Halton Hills is a visually stunning area, known for its landscapes and natural beauty. Situated within driving distance of Toronto and Niagara, it is ideally positioned. Scenic farms, conservation areas, parks, art studios and shops are yours to explore in the historic hamlets of Halton Hills.
On the banks of the Credit River, you’ll find the community of Norval which was famously the home of Canadian author, Lucy Maud Montgomery (Anne of Green Gables series), from 1926-1935. Of her time spent in Norval she wrote, “I love Norval as I have never loved any place save Cavendish. It is as if I had known it all my life”. Today, visitors will find the Lucy Maud Montgomery Children’s Garden of the Senses. This public destination park was built in 2016 and features over 400 varieties of plants throughout 10 different sensory gardens. The garden was designed with inclusion and accessibility in mind with features like a woodland trail, waterfall, gazebo, vertical sundial, and braille garden signage. Another popular destination is Willow Park Ecology Centre, an award-winning outdoor education centre offering school and community programs.
A little further north along the Credit River, and just outside of the community of Georgetown, is the picturesque hamlet of Glen Williams. Affectionately referred to by locals as “the Glen”, this area was home to Group of Seven painter, A.J. Casson, who summered in the Glen and often used it as a base for painting local landscapes. Today the area is known for its artist studios and heritage buildings. Art enthusiasts will enjoy the Williams Mill Art Centre and its open artist studios, art classes, and workshops. Glen Williams park features baseball diamonds, a pavilion, and flower gardens, and is the base for the Glen’s massive Canada Day celebrations. At the end of the day enjoy a pint and some local fare at the Copper Kettle Pub or the Glen Tavern Restaurant.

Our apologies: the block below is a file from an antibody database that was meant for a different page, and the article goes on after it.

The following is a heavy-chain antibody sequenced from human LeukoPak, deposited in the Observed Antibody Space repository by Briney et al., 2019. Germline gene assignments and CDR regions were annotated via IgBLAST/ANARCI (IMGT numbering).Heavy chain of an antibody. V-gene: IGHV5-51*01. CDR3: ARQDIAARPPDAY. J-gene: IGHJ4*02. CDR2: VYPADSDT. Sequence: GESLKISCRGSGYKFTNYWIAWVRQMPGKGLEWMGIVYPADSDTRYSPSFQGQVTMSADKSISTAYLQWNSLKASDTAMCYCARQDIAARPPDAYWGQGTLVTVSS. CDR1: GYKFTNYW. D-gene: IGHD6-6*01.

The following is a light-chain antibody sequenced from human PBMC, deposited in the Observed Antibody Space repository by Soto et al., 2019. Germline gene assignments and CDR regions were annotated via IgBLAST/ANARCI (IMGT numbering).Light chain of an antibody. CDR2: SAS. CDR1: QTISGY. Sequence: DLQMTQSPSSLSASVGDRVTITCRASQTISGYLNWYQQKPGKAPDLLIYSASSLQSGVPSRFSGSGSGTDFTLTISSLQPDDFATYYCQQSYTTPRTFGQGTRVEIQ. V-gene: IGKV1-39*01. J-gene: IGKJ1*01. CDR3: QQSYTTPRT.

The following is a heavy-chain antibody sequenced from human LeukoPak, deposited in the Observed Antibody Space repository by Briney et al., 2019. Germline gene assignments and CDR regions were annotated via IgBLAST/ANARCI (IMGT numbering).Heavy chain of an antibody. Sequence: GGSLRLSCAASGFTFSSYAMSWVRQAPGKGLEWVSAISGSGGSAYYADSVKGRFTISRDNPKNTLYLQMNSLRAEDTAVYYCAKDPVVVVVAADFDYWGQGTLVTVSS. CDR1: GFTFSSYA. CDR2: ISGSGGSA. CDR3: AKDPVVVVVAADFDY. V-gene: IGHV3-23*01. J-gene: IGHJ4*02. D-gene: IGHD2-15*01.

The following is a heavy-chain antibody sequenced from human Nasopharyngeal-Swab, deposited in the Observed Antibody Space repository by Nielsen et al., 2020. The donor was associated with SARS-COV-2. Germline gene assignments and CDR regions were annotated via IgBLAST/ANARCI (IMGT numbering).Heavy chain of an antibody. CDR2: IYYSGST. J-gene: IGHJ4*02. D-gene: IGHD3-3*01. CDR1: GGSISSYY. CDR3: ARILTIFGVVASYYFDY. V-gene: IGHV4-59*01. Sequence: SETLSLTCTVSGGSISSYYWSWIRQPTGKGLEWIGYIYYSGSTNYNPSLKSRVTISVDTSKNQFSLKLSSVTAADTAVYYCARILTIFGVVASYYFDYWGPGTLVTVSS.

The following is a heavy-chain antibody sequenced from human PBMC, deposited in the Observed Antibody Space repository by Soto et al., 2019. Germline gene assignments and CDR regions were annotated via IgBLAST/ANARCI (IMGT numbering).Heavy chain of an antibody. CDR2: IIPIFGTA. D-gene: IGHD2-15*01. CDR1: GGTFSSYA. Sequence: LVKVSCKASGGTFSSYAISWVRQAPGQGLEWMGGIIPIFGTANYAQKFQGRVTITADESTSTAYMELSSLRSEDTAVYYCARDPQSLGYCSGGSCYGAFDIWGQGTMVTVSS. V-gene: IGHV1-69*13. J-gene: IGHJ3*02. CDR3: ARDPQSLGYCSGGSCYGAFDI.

Further West, just off Highway 7, is the small community of Limehouse. Surrounded by farmland, but near both Georgetown and Acton, Limehouse is best known for its namesake conservation area. A popular tourist section of the Bruce Trail, Limehouse Conservation Area features 19th century lime kilns and a series of deep caves and crevices accessible by ladders at a point known as “the hole in the wall”.
At the northernmost tip of Halton Hills is Terra Cotta, which straddles the border between Halton Hills and Caledon, with the community belonging to both regions depending which side of Winston Churchill Blvd you are on. Terra Cotta Conservation Area features 450 acres of natural wetlands and trails and holds an annual Maple Syrup festival every March with family friendly activities. Just down the road is the renowned restaurant, the Terra Cotta Inn, and the quaint Terra Cotta Country Store which hosts the Buzzfest Art & Gourmet Food Festival each September.
Outside of Halton Hills the landscape is dotted with active farms, and rural estates. The area boasts 6 pick your own farms including Chudleigh’s and Andrews Scenic Acres. Scottsdale Heritage Farm offers visitors a look at what farms looked like over 100 years ago with its historical buildings, barn, and open fields. A section of the Bruce Trail runs through the property and connects to Silver Creek Conservation area, a 1000 acres wilderness area with an extensive trail network. Scottsdale has also become a popular location for hikers, family walks, photographers and the film industry.
The unique hamlets of Halton Hills are well worth a visit, and exciting real estate opportunities are waiting for you to explore in this gorgeous region of southern Ontario!